A few weeks ago I participated in a hackathon organised by AE. We began friday morning and by saturday night we had to present our idea and demo our product. Our team consisted of four awesome technical wizards: @thomaux, @glenndejaeger, @piether and Alex Wauters. As you might guess, I was the analyst.
Our product was a responsive HTML5 website. As this was the first time I designed for a mobile device, I obviously learned a lot. One big lesson I learned is to start by designing the user experience for the smartphone as this device poses the biggest challenges.
First of all smartphones have the smallest screens. The information you can show is very limited, so you need to think about what is essential for the user during the task he is performing.
The homepage for example consisted of four top tasks and a link to the profile page. These top tasks were the main actions we thought a user would want to use on our website.
The profile page itself contained several categories of information. Instead of just putting all this information on the same page, the information was organised per category into tabs. On larger devices such as tablets and desktops the information is shown on one page.
When you're using a smartphone, you can't use a mouse or keyboard. So forget hovering, clicking and pushing the enter or delete button. You are limited to gestures. Swiping, tapping and holding are now your friends and you need to figure out what comes natural to a user.
One of the gestures we foresaw was sliding between the tabs on the profile page.
Help the user
Some aspects of using a smartphone are not very enjoyable. We tried to help the user in every way we could think of, making our web app simple and enjoyable.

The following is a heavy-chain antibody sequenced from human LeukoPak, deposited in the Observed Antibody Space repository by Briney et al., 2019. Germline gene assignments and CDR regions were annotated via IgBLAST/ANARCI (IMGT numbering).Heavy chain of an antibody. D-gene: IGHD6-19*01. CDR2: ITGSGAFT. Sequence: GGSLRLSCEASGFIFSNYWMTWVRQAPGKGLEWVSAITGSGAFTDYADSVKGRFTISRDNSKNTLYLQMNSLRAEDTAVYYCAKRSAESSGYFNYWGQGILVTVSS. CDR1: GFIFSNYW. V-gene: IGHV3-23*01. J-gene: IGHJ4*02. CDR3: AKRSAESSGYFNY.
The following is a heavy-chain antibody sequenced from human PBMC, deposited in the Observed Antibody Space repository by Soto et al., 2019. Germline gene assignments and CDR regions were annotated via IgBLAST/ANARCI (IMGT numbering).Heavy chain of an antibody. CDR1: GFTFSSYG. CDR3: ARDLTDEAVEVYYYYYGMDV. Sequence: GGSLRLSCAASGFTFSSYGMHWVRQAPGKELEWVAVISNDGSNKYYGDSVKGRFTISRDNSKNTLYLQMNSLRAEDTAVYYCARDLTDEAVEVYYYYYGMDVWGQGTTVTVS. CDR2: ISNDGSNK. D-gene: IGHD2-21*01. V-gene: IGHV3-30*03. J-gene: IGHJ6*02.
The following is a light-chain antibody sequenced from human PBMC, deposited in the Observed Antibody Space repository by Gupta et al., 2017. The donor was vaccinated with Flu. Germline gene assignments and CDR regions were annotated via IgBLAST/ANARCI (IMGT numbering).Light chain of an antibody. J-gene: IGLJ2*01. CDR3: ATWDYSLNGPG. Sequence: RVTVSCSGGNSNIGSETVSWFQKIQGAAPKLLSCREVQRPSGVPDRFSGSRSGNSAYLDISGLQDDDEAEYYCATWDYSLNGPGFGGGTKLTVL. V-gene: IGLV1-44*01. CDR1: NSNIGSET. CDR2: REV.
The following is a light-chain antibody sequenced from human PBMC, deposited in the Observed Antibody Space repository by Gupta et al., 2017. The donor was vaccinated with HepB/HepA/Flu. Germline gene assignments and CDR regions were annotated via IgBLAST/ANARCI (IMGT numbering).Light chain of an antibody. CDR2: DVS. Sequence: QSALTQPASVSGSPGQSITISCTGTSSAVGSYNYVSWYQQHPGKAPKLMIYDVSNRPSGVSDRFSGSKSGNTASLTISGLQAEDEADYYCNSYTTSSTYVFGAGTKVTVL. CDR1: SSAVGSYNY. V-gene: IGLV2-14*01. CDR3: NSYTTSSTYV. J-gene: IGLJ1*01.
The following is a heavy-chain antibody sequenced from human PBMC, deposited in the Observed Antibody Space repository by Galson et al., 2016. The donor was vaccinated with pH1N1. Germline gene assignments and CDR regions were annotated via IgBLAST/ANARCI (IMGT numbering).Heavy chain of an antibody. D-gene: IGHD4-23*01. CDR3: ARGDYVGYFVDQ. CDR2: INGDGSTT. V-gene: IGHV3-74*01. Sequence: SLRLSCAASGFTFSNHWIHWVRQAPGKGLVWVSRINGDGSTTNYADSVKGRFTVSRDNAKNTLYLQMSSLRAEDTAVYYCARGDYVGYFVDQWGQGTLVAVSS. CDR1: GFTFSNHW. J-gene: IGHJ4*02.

A less enjoyable aspect of smartphones is typing. One of our main functionalities was a powerful search. We tried to help the user by introducing:
- autocomplete: don't make a user type the entire word
- suggestions: when a user searches on a word, we suggest related searchterms. This allows the user to select related searchterms instead of having to type them.
- allow people to make mistakes: if you're searching on pintor, we would still add pinterest to the autocomplete list.
I am writing this post offline on my tablet while I'm on the train. There is no reason why I shouldn't be able to do this. The same goes for our web app. Maybe we couldn't provide all the functionality offline, but we should at least think about if and how we would handle every user story if our user is not connected.
This post is based on an entry from my personal blog. I hope you enjoyed it. Let me know what you think!
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